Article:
Metaphors and Marshmallows

Today’s foray into the world of teenagers was much more successful than yesterday. And we did actual WRITING!!!

As we are on block schedule, I had new kids today, So, again, we begin with the rules and regulations. A boring 15 minutes in which I feel like we could record the reactions of the students and input it into the Ben Stein scene in Ferris Bueller’s Day Off. “Bueller… Bueller…Bueller.”

But then, the fun began! We did the Marshmallow Challenge! I gave them 20 minutes instead of 18, but otherwise, we followed the instructions pretty close. Groups of 4 (ish), 20 sticks of uncooked spaghetti, a yard of dental floss (string is expensive, a cheap thing of dental floss is less than a dollar and has 100 yards), a yard of tape, a pair of scissors, and a marshmallow. They had 20 minutes to build a free standing structure that could support the marshmallow.

It was pretty interesting! I had a group of cheaters in my last class who thought they could take the string and hang the marshmallow from the ceiling and then build the spaghetti tower up to the marshmallow in order to win. Cute idea, and a great loophole, but not allowed.

The winning tower was 24 inches tall. Not bad for a bunch of teenagers that rarely try… I was impressed by the amount of students who were willing to participate. Students that usually don’t do anything actually tried, for the most part. I did have a student or two that just sat there, but most of them actually tried!

And then we spent the last 30(ish) minutes of class writing a short essay explaining (and thus an expository essay by state of Texas testing standards) how the Marshmallow Challenge can be a metaphor for real life. The essay will be a base line for me to determine where this new group of kiddos needs help with their writing skills. It also engages their higher order thinking skills in order to make the necessary comparison.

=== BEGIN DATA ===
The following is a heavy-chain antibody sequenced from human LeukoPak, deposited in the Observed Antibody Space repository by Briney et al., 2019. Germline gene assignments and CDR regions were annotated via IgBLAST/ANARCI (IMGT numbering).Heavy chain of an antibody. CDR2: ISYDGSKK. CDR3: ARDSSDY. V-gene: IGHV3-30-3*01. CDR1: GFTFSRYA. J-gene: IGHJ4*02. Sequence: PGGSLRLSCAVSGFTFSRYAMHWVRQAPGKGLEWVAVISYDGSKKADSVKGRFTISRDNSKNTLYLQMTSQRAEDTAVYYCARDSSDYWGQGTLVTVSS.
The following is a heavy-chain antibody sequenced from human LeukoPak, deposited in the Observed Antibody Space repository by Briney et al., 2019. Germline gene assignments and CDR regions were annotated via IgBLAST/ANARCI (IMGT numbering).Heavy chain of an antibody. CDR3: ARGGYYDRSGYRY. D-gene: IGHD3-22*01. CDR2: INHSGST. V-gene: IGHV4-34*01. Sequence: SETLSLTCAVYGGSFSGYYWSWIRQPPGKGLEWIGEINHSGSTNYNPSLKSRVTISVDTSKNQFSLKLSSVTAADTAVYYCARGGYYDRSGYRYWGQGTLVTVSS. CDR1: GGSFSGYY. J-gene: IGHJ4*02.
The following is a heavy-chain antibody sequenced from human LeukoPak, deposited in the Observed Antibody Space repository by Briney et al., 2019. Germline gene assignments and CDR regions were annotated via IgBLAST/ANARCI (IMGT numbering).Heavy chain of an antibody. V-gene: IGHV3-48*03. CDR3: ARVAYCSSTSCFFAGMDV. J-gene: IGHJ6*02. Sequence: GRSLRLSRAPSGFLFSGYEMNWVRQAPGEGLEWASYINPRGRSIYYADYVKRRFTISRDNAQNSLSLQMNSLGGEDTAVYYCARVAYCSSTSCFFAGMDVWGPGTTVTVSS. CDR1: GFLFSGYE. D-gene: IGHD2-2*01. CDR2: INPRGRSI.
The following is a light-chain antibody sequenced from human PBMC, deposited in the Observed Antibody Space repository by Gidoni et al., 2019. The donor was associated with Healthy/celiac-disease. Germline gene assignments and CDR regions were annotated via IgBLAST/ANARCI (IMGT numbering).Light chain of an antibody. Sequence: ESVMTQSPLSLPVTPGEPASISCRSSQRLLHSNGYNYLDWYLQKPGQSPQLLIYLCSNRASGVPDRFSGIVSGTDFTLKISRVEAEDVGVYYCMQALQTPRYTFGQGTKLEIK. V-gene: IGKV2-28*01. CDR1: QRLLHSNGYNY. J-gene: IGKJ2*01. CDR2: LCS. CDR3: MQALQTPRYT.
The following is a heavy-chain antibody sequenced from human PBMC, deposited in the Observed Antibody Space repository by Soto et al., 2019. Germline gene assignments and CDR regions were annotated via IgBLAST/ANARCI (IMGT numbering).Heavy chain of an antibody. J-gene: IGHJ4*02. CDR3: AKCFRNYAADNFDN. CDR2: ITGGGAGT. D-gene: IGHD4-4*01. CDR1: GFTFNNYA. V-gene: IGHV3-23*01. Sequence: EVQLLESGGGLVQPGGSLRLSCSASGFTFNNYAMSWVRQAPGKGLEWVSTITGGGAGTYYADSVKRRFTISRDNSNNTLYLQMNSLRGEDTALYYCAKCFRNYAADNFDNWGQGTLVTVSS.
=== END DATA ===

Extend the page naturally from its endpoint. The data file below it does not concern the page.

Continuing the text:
We did brainstorm ideas to get the juices flowing (this is the second day back from a 2 week vacation after all), and I was impressed with some of the responses: The Marshmallow Challenge, like life, teaches us that we have to make do with what we have. The MC, like life, is all about building things. In life, like in the MC, you have to communicate in order to be effective. All strong starting points for a short essay.

I can’t wait to read them and see how they did! It’s good to feel like a teacher again, instead of a babysitter! I’ll post pics tomorrow, once I’ve had time to blur some faces (not trying to get fired by posting anything illegally).

About Elizabeth

First and foremost I am a teacher. What I teach is a blend of grammatical art, literary love, and a smidge of spiritual awareness. My blog tries to combine the best of all three over a cup of tea.

2 thoughts on “Metaphors and Marshmallows

    1. Be my guest! If I could change one thing, I would have included a printed copy of the instructions on a note-card inside the sack with the supplies. I lost some time with certain groups because they wanted to argue the rules (like the cheaters who wanted to hang their marshmallow from the ceiling).

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